Validating a validator

If you take your precious free time and build a validation framework from the ground up you want the architecture to be perfect, or as close to perfection as possible. So you are bound to run into some problem on the way there. The problem that I was struggling with a while ago was the question hot to validate the validator?

The problem became painfully obvious when I wrote the first System.String validator that required some external configuration. To illustrate my little dilemma here is the validator code.

namespace valy.Validators.String
 public class Regex : BaseValidator<string>
   public Regex(IEnumerable<IValidator<string>> validationParts) : base(validationParts){}
   public Regex(IValidatorConfiguration configuration) : base(configuration){}

   protected override IValidationResult DoValidate(string objectToValidate)
     if (reg.IsMatch(objectToValidate, RegularExpression))
       return Pass();
     return Fail(ValidationFailReasons.Invalid);

   protected override void CheckParameters()
     Require(this, v => v.RegularExpression, s => !string.IsNullOrEmpty(s));

   public string RegularExpression { get; set; }

For now try to ignore the existence of the CheckParameters method.

In this special case I have to validate that a valid non-empty regular expression is given to the validator. You could do it in the validation body with a simple if statement, but then it would be in the responsibility of every validator to do it’s internal validation and communicate possible violations to the external world. This would lead to a incosistent framework in no time at all. What I wanted was a way by which the validator could define a set of rules that had to be met before the actual validation could happen.

This does not give us complete protection. In the above example the object to validate can still be null. But that is not a problem of the validator anymore.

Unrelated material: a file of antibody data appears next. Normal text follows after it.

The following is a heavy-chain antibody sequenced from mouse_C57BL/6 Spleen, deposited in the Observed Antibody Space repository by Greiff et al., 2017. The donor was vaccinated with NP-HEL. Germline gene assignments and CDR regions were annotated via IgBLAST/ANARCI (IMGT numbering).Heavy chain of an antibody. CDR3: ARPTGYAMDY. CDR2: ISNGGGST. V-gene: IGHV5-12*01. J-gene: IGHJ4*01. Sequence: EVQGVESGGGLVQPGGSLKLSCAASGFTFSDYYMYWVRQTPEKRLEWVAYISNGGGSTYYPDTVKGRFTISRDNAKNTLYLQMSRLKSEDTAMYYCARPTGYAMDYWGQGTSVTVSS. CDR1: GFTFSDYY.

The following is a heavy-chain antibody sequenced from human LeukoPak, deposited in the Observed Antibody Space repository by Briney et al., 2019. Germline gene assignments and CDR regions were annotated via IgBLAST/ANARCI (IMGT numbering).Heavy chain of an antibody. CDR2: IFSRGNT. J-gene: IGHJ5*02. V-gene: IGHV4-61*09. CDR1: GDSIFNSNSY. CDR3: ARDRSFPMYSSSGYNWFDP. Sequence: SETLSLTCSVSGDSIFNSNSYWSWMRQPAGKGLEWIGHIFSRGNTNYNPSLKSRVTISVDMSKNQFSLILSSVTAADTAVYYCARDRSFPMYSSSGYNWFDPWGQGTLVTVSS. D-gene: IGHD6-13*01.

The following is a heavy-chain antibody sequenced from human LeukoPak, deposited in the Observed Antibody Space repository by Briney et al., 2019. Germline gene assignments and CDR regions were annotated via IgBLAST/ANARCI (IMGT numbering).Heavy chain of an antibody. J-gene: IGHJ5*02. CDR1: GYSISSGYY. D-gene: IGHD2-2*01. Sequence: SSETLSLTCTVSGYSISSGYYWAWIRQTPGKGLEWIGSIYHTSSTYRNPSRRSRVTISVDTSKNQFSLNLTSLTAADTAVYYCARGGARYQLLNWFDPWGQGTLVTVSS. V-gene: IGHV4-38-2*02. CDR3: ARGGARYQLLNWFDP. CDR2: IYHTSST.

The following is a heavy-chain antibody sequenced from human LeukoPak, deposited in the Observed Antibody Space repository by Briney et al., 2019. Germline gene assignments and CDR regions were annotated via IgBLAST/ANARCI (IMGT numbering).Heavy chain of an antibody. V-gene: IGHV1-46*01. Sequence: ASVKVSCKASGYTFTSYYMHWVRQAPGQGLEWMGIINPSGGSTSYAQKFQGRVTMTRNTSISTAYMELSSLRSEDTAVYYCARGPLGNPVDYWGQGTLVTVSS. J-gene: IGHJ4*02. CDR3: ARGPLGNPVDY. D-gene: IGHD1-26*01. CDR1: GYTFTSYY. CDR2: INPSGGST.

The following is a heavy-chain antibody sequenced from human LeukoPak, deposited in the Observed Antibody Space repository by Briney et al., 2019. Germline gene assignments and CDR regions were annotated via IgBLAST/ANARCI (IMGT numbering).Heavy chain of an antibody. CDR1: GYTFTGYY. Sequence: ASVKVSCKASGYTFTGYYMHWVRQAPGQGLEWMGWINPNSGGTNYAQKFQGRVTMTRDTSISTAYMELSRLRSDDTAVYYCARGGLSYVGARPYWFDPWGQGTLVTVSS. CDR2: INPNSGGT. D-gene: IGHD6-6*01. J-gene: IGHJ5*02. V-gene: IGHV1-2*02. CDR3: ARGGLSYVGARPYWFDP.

But lets return to the method that you should have ignored until now. The CheckParameters methods purpose in live is to define a set of rules that ensure that the internal state of the validator is consistent. This means that if the method “passes” the validator is ready to use and will not throw any bogus exception if invoked.

The core of this internal validation scheme is the Require method implemented in the base validator. Using this simple building block you can put together relatively complex validation schemes like show in the next code sample.

protected override void CheckParameters()
 Require(this, v => v.MaxLenght, i => i > MinLenght);
 Require(this, v => v.MinLenght, i => i < MaxLenght);
 Require(this, v => v.MaxLenght, i => i > 0);

The complexity of the example above will not win you and noble prizes but will ensure that your range validator can not be given an invalid range. And this works for me(until now)!

This is not perfect and the thing that is annoying me the most is the fact that the current object has to be passed as a parameter to the function. This is necessary because the Require method is defined on the parent class and therefore has to somehow link to the actual overriding class. But this is just a minor hiccup. There are other potential problems that are not causing me any headaches yet, so they will get fixed when they start to hurt.

All in all this scheme works and I am quite happy with it. The last part I would like to show you is the implementation of the Require method.

protected void Require<TValidator, TParam>(TValidator validator, Expression<Func<TValidator, TParam>> property, Expression<Predicate<TParam>> predicate)
 var propertyValue = property.Compile().Invoke(validator);
 if (!predicate.Compile().Invoke(propertyValue))
   throw new ValidatorInitializationException(
             string.Format("Validation inicialization failed on predicate : {0} for member : {1}",
             predicate.Body, property.Body),

As you can see the implementation is nothing special. Just two functions that the evaluated at runtime and if predicate fails a ValidationInitializationException is thrown. Really there is nothing more to say about this topic.

Hope that this helped someone out there and if someone out there seas something wrong with this write a comment and tell me about it.


Leave a Reply

Fill in your details below or click an icon to log in: Logo

You are commenting using your account. Log Out /  Change )

Google+ photo

You are commenting using your Google+ account. Log Out /  Change )

Twitter picture

You are commenting using your Twitter account. Log Out /  Change )

Facebook photo

You are commenting using your Facebook account. Log Out /  Change )


Connecting to %s